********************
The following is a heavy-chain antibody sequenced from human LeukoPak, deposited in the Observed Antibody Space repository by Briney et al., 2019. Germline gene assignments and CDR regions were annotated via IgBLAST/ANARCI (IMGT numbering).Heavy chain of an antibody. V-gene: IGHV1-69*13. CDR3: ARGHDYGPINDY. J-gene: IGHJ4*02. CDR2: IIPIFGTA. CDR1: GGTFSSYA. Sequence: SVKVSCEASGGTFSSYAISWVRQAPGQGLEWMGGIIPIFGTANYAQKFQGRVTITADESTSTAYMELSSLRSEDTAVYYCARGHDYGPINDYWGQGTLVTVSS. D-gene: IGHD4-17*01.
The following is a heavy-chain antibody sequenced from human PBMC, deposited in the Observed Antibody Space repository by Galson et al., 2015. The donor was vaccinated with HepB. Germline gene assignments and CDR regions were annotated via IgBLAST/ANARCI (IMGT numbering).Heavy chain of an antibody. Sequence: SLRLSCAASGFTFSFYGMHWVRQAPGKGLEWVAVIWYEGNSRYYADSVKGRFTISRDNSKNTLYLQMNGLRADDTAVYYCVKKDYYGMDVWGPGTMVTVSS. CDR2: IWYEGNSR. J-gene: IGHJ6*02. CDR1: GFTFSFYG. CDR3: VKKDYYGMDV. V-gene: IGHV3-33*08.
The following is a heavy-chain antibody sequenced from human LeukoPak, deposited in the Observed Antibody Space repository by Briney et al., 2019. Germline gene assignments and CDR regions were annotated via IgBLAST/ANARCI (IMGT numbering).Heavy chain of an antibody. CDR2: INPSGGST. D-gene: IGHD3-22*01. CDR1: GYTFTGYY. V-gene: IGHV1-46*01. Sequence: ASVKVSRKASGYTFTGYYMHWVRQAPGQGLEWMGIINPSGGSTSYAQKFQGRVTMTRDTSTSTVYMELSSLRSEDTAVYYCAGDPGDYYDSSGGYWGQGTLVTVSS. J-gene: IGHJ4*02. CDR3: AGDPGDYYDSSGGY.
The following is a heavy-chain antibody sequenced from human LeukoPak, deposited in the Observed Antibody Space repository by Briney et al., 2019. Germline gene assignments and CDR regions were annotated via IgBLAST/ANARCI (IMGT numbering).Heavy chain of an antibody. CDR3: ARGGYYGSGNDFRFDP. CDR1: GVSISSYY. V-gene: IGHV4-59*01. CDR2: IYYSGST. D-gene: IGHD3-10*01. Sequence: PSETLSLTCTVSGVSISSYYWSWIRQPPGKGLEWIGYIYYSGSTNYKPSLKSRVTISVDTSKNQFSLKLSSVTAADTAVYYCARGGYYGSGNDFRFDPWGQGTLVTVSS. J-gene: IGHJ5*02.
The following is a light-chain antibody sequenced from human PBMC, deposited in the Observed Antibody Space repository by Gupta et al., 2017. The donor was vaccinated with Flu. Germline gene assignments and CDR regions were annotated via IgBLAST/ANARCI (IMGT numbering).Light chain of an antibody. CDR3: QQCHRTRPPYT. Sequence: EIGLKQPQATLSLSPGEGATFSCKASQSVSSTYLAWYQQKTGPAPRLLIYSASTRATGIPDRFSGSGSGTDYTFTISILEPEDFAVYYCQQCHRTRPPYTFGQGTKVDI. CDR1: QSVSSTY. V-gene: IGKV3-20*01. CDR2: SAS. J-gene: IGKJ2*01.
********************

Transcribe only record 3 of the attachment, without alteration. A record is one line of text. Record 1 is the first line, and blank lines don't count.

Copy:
The following is a heavy-chain antibody sequenced from human LeukoPak, deposited in the Observed Antibody Space repository by Briney et al., 2019. Germline gene assignments and CDR regions were annotated via IgBLAST/ANARCI (IMGT numbering).Heavy chain of an antibody. CDR2: INPSGGST. D-gene: IGHD3-22*01. CDR1: GYTFTGYY. V-gene: IGHV1-46*01. Sequence: ASVKVSRKASGYTFTGYYMHWVRQAPGQGLEWMGIINPSGGSTSYAQKFQGRVTMTRDTSTSTVYMELSSLRSEDTAVYYCAGDPGDYYDSSGGYWGQGTLVTVSS. J-gene: IGHJ4*02. CDR3: AGDPGDYYDSSGGY.